Idea for US Internet Benchmarking System...
mahdavi at psc.edu
Wed Feb 14 20:05:41 UTC 1996
Matt and I have invented a way of expanding our Treno page to be far
more useful to the US ISP community. This note is a brief description
of what we have in mind; we'd like to hear comments from providers on
whether they would be interested in this capability.
The current Treno server uses treno in an attempt to emulate TCP
behavior on a straight path from the PSC to an end site somewhere in
the Internet. This feature, while useful, is somewhat limited in that
all of the benchmarking tests start with our single provider, MCInet.
We have found that, by using GRE tunnels, the vBNS, and some smoke and
mirrors, we can offer a Treno-type test starting at any router at any
NAP, traversing the Internet to a host of your choice, which then
returns ACKs to the Treno server via the NAP of your choice.
We believe that this very general capability, not rooted in any
provider or NAP, will be very useful to debugging Internet performance
More details on how this could work: We would attach the Treno server
directly to the vBNS, where is would have a clear path to each of the
NAPs. A GRE tunnel (RFC1701 & 1702 if you are unfamiliar) would be
set up between the Treno server and NAP routers owned by ISPs
interested in participating. The Treno server would encapsulate
probes inside of GRE packets and deliver them to the appropriate exit
router. This router strips off the outer headers, and forwards the
probes to their destination. These packets use a source address based
on the NAP desired for return traffic.
For example, a provider wishing to test their infrastructure could
launch a Treno test which originates at the Sprint NAP and traverses
their infrastructure to the PacBell NAP. The test would indicate the
overall throughput for the path. The reverse test could be done
independently, allowing the isolation of assymetric problems.
Another example, a user seeing poor performance to a remote site. The
user could indepently test performance from their closest NAP to each
of their site and the remote site. If they wished, they could also
look at the view from another NAP or a third provider not related to
their site or the destination site. After this analysis, it would be
trivial to file a trouble ticket with the provider who owns the
problem. (An aside -- providers who participate would have access to
the logs, so the user filing the trouble report could simply send a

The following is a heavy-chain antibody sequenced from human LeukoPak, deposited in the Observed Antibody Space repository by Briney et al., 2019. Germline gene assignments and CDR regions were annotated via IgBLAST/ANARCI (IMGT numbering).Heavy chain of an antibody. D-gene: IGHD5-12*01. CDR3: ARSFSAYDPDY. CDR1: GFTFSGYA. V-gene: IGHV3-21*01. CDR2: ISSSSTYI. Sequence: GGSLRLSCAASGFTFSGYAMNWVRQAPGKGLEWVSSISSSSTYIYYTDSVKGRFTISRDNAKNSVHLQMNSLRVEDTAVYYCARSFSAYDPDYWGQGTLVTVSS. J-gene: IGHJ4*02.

URL with the Treno summary indicating the problem. This might greatly
aid the communication process between end-users and providers. Heck,
we could even add a mailto: button to the page...)
We have tested the GRE tunneling capability on a local Cisco 7507, and
have found that the load placed on the router to de-encapsulate GRE
packets is about the same as what treno currently places on Cisco 7500
class routers. If there is interest, and we procede with this idea,
we would include a rate throttle which would automatically stop a
treno test running at rates which would put more than a minimal load
on the routers performing the GRE tunneling. For example, 100 pps
puts about a 5% load on our 7507. If we throttled at this rate,
people would still be able to run tests up to speeds to 3.2 Mb/s at
FDDI size packets, or 1.2 Mb/s at ethernet sized packets. It is in
principle possible for each GRE tunnel to define a different throttle,
so that heavily loaded NAP routers could be more protected than less
In addition to rate throttling, we plan to update the Treno code to
run tests in reverse (starting at the end point and reducing the TTL,
rather than the current algorithm) and also to emulate, rather
precisely, the proposed TCP SACK (draft-ietf-tcplw-sack-00.txt)
During the implemention of this plan, we would use a phased testing
period to give providers a chance to test and use the new server on
their infrastructure prior to openning it up to the general public.
It might also be feasible to keep separate provider access which
allows providers to do things to themselves (in order to debug
problems) which normal mortals using the server would not be able to
The question we would like to pose to the provider community is, "Is
this interesting and useful?" If the answer is yes, we will proceed
with our work.
For all you non-US people who have patiently read this far, don't
necessarily think you will be left out in the cold. If the first
phase of this tool works, we are interested in exploring ways to
expand this capability to include non-US sites.
Please send us your feedback on these ideas. Matt will also be at the
NANOG meeting tomorrow if you want to ask us questions directly.
--Jamshid & Matt
PS. The current Treno server is at
More information about the NANOG